Sandwich Board Signs Regulations Will Soon be up for Debate

By Beth Treffeisen

In bright colored letters across chalkboard signs, witty remarks or inspirational quotes entice a passerby to stop, look in and see what’s inside. These free marketing tools aid many small and larger businesses alike to get shoppers in the store across major shopping areas in Boston.

In an effort to provide consistent rules across all neighborhoods and lighten the permitting load on small business, Mayor Martin Walsh filed an ordinance to make permanent the 2015 regulations that created a pilot program on free-standing signs or sandwich boards, at the Wednesday, July 12 City Council hearing.

“They are critical because we are a walking city and they definitely work,” said Marie Corcoran, owner of Gifted Boston in the South End. “We usually put something on the board that makes you smile and want to come into the shop. It is a great tool to show people and invite them into your space.”

The ordinance gives small businesses the ability to have one freestanding sign of a certain size outside their building advertising products within.

This ordinance will also include rules to guarantee accessibility of the sidewalk and accountability from storeowners.

About six months ago, the Boston City Council voted to extend Mayor Walsh’s sandwich board ordinance program by six months to the end of June 2017. The goal was to push back the sunset provision by half a year in order to collect more data to evaluate the program and neighborhood impacts.

Councilor Josh Zakim, who represents the Beacon Hill, Back Bay and Fenway neighborhoods, voted against the measure earlier this year because of problems that have arisen on both Newbury Street and Charles Street.

“Both are in historic districts and have narrow sidewalks,” said Zakim. “They also have retail stores on multiple levels which means they can have multiple sandwich boards out front that add to clutter and create an obstruction on the sidewalks.”

Zakim is planning to talk to both the administration and the Council about how to address the situation on both these streets. He said, “I’m optimistic we will be able to work something out.”

John Corey, who co-chairs the Beacon Hill Civic Association and the Beacon Hill Business Association Joint Charles Street Committee, agrees.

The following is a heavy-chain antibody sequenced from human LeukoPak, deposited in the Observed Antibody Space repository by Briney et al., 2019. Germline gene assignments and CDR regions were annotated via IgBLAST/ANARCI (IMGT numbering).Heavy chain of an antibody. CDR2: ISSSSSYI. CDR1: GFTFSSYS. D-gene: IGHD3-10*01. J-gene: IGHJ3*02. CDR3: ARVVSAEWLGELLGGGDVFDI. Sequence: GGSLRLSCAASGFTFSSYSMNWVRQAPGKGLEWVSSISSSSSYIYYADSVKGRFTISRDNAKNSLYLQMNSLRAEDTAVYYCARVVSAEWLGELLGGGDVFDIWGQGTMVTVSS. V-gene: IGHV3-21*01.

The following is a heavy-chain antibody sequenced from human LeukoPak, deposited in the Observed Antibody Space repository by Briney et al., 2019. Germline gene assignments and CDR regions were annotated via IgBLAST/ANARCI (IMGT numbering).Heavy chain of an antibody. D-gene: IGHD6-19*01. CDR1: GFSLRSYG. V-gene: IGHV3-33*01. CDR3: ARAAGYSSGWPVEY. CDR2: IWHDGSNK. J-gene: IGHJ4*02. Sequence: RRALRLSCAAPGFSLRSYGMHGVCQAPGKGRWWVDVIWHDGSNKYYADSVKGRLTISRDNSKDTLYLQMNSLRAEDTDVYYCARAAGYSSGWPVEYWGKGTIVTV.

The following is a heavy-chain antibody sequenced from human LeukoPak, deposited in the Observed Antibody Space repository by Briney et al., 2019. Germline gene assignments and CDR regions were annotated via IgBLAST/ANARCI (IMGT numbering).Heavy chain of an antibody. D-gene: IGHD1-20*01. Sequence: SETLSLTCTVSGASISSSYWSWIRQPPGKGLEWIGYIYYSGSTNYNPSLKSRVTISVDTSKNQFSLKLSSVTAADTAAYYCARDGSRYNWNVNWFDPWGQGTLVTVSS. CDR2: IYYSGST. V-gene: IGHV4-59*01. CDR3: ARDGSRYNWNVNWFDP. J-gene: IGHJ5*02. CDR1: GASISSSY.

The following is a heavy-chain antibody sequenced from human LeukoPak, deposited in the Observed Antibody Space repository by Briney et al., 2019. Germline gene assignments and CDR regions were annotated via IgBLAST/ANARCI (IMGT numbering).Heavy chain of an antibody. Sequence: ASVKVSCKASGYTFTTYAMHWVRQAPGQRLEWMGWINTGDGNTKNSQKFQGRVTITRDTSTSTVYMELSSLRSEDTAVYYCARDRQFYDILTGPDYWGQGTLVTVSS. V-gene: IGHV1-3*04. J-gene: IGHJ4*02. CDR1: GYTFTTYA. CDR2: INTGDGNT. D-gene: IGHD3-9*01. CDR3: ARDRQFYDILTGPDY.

“That sandwich board sign renewal is a bit scary as they are popping up all over Charles Street and starting to be a nuisance as a visual blight and also blocking our narrow sidewalks,” said Corey. “Now each business feels that they have to compete and have a sign.”

In the South End, Corcoran said, it is a bit of a different story.

“Newbury Street is a destination place and you expect to walk up and down and go look into the windows,” said Corcoran. “But in the South End it is all so spread out.”

She continued, “We all have our own unique brand but we aren’t taking away from the historic look of the South End. It is one thing to have regulations on Newbury Street but for us it seems a little bit ridiculous.”

On a few occasions Corcoran said that her sandwich board sign has gotten a $50 ticket for the placement of her sign, a steep price for someone trying to run a local business.

Corcoran said that she places the sign up to the property line, but it can appear that it is not flushed to the side of her building because it is recessed back. If she placed it right against her building, nobody would see it.

“It looks uniform with the other signs where it is placed now,” said Corcoran. “Everyday when I put it out I just cross my fingers and hope that this isn’t the day I will get a ticket.”

Boston City Council’s Committee on Government Operations has yet to set a date for a hearing on this matter.


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